In my last blog, I mentioned the importance of timing and appropriate response in dog training. Here I want to touch upon it in depth. What does timing mean? Why is it so important in dog training?

When dog trainers refer to timing it means how quickly we respond, with reward or correction, to an action the dog has taken. Fido sits, we mark it and treat. Fido is chewing on a favorite pair of shoes, we correct them. The length of time we have have to get the maximum results for our response to a dog’s behavior is extremely short. The length of time we have to get them to even associate our response with the behavior at all is still shorter than most would guess. Seconds count.

A dog that gets a reward instantaneously is going to make the connection much quicker, thus learning at a higher rate. Within one second they are still doing good. After two seconds our response loses value, being tied less to the dog’s action. Between three and five seconds the response loses association between their actions and ours all together.

Think of it this way, you come in and catch your dog gnawing on the chair. You issue a verbal correction while they are in the act, they stop. The correction has worked. The path now branches. Some people, upset that their dog has just trashed their chair, continue to scold the dog, following the dog around the room, “No, bad dog. Why would you do that? Bad. You know better than that…” The dog stopped the action. The whole point of correction has been accomplished, further training doing set ups and teaching “leave it” while not allowing the dog opportunity to be unsupervised until the behavior is extinguished will assist in solving the issue. Continuing to castigate a dog that has ceased an unwanted behavior has zero value in dog training. After the first couple of seconds, all the dog knows is that they are trying to appease or get away from their human and doing so unsuccessfully. The principle of timing is key here.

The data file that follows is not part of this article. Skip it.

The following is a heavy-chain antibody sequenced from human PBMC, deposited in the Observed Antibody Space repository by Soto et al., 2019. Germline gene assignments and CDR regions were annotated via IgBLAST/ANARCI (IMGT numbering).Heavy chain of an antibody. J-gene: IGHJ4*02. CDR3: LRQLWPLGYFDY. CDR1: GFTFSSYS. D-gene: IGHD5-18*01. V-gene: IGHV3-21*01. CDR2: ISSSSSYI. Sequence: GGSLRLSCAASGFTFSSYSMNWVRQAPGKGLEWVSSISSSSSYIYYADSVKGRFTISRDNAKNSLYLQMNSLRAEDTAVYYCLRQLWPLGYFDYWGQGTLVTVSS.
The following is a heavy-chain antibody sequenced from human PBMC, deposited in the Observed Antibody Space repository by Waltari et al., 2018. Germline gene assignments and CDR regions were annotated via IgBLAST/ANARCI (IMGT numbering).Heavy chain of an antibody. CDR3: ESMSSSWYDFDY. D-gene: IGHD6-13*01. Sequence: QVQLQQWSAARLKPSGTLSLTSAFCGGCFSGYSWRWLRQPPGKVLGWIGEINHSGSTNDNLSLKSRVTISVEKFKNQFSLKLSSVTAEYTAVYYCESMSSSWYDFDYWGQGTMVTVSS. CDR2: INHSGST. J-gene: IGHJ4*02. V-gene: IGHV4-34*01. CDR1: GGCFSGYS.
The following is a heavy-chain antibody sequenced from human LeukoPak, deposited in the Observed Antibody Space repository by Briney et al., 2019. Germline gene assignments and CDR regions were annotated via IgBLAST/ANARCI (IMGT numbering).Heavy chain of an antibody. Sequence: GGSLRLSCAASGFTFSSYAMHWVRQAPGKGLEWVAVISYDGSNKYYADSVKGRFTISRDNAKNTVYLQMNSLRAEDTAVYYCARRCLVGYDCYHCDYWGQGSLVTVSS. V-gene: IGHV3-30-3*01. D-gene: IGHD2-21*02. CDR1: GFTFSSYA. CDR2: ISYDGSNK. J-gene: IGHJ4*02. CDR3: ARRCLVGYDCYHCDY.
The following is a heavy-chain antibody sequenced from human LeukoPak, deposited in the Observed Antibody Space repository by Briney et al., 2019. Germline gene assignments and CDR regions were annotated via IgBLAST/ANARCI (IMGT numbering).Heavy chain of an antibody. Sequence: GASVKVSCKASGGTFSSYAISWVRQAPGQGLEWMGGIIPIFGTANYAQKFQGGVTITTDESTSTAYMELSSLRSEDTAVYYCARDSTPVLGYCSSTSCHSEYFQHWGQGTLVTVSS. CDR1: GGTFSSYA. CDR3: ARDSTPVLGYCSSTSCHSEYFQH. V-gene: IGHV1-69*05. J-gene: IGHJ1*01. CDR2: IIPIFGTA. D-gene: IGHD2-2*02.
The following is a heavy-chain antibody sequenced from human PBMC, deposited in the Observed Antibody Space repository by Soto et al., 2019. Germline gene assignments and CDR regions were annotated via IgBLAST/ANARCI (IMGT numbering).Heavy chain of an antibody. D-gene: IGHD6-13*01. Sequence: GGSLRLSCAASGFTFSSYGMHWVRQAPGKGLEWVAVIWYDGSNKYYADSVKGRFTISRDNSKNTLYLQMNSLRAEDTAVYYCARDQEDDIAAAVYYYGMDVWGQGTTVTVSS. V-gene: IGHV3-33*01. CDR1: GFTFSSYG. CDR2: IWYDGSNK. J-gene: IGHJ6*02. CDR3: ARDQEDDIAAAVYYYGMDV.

Take the second possible branch of this path. The dog ceases the chewing upon being corrected. You don’t want to reward them for the chewing so you give them something positive to do, tell them “come,” they come, you mark that behavior and praise. Seems counterintuitive, right? I’m rewarding my dog for chewing. But you’re not. Due to the time limit of association, and your giving them something constructive to do, they are now associating the reward with a positive behavior. So your dog has responded to correction appropriately and learned that stopping an unwanted behavior then coming to you is a good thing. So we see the coupling of timing and appropriate response in dog training.

Another thing to consider is that the longer you take to reward the desired behavior, the more likely your dog will present a different behavior. Say you are teaching your dog to sit, you don’t have a treat ready, they sit, and as you are getting a treat out, they stand back up and start nosing at your treat pouch. A common thing I’ve seen when this happens is for people to still give the dog the treat. I mean, they did the required behavior, right? True, indeed. But the opportunity to reinforce the desired behavior has passed. If we reward at this juncture, in the dog’s mind, they are getting rewarded for nudging your treat pouch. Not the optimal outcome for our desired goal.